Saturday, December 15, 2012

Best Books of 2012

Here it is: my 16-volume list of the books I enjoyed the most this year. You can click on the titles to link to my full-length reviews. And in no particular order they are...

Johannes Cabal the Detective by Jonathan L. Howard

An audacious blend of occult horror, mystery, humour and steampunk. What makes it work brilliantly isn't that it's a genre mashup; it's because Howard is an excellent writer who would undoubtedly succeed in any conventional genre.

The Black Sheep by Honore de Balzac

When it comes to craftiness and duplicity nobody can beat the French bourgeoisie of the 19th century. The characters in this story expend more mental energy on scamming each other than NASA has used in putting men in space.

The Third Reich In Power 1933-39 by Richard J. Evans

The best book I've ever read about how the Nazis came to power and what they did to warp Germany in their image. 

The Death Defying Pepper Roux by Geraldine McCaughrean

I've read five books by McCaughrean this year and all of them could be on this list, but I'll stick with this one and the one below. Roux is a Candide-like tale for the Young Adult market, but the main attraction is the author's prose. McCaughrean is simply the one of the very best writers, all genres included, working today.

Not the End of the World by Geraldine McCaughrean

McCaughrean retells the legend of Noah's Ark as though it actually happened and in the process gives a sublime kicking to religious fanaticism.

Jamrach's Menagerie by Carol Birch

A couple of teenage boys sail to the Far East in the Victorian era as part of a small team looking to capture a Komodo dragon. Disaster ensues. A superb example of historical fiction. The seafaring sections are the equal, or better, of anything Patrick O'Brian ever wrote.

Damascus Nights by Rafik Schami

Schami writes about Syria with the same intensity and brilliance that Faulkner wrote about Mississippi or Dickens wrote about London. This guy's going to pick up a Nobel Prize for Literature one of these days so get on the bandwagon now.

The Cold Cold Ground by Adrian McKinty

McKinty is just about the only reason I'm still reading crime/mystery fiction. This is the first in a trilogy about Sean Duffy, a cop with the RUC in Northern Ireland during the Troubles. McKinty gets bonus marks just for setting a police procedural during this era. Why didn't anyone else think of doing this? Duffy's a great character and N.I. is brought to vivid and uncomfortable life.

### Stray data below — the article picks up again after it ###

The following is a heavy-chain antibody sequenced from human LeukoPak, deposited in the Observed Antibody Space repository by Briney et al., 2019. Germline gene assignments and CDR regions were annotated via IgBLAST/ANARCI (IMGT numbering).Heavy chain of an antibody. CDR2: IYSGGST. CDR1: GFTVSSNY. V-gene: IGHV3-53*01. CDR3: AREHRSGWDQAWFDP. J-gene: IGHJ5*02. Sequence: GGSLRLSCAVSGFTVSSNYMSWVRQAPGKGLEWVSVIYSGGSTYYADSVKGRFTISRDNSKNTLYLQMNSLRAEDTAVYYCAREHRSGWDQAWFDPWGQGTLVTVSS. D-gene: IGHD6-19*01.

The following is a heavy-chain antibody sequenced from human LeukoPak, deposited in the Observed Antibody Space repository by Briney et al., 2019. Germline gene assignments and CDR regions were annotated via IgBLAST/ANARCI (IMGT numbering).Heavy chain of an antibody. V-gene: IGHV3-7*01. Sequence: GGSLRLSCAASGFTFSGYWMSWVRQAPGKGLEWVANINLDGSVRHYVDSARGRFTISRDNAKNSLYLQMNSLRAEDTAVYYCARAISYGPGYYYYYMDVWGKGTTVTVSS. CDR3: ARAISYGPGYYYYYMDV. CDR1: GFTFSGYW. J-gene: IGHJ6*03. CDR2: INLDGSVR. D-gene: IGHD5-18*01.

The Judgement of Paris by Ross King

Think nothing new can be written about the Impressionists? Think again, Jean-Claude. This is an amazing blend of art criticism and social history that's more entertaining than most novels.

The Prone Gunman by Jean-Patrick Manchette

An amazing subversion of the crime thriller genre. It has all the deviousness and bloodshed you expect in this genre, but it also rubbishes all its conventions. 

Bloodtide by Melvin Burgess

Here's another example of why adults should be checking out the Teen/Young Adult shelves: this novel about a seriously dystopian future is off-the-charts imaginative, combining Norse mythology with, well, everything but the kitchen sink. Think Dr Who on meth.

This Green Land by John Fullerton

Here's a worthy successor to John Le Carre and Eric Ambler. Fullerton seems to be almost unknown, especially in North America, and that's probably because he isn't a huge fan (and that's putting it mildly) of U.S. imperialism. This novel is a thriller set at the height of the Lebanese Civil War and it succeeds on all levels.

 The Big Roads by Earl Swift

A history of the U.S. Interstate Highway System doesn't sound like a page-turner, but it turns out to be a fascinating story about the rise and fall of our love affair with the car.

The Spanish Holocaust by Paul Pearson

Pearson shines a light on the atrocities committed by both sides (primarily the rebels) during the Spanish Civil War. It's a harrowing book but it's a needed look at crimes that are virtually forgotten.

A History of Modern Palestine by Ilan Pappe

A history of the Middle East that demolishes most of the pro-Israeli, pro-Zionist rhetoric and mythology that's written about the region. Pappe is both Jewish and Israeli so no one can accuse him of being an anti-Semitic outsider.

The Pursued by C.S. Forester

Yes, this is the same guy who wrote the Hornblower novels. This novel, however, is a tawdry tale of lower-middle-class sin and murder. Forester isn't the greatest writer, but his evocation of small lives filled with class anxieties makes this read like something Orwell might have written had he turned to crime fiction.

So there you have it, my best of the year. If there's been one big change in my reading habits over the past year it's that I've been enjoying mystery/crime fiction a lot less. I'm finding that the whole genre is getting a bit stale, something I discuss here. The only reason I don't have a worst books of the year list is that I've finally developed the healthy habit of giving up on books if they're not doing anything for me after 50 or so pages. But if I did have such a list Martin Amis' Lionel Asbo would take top honours. To my eternal regret I read all of it, and here's my angry review.

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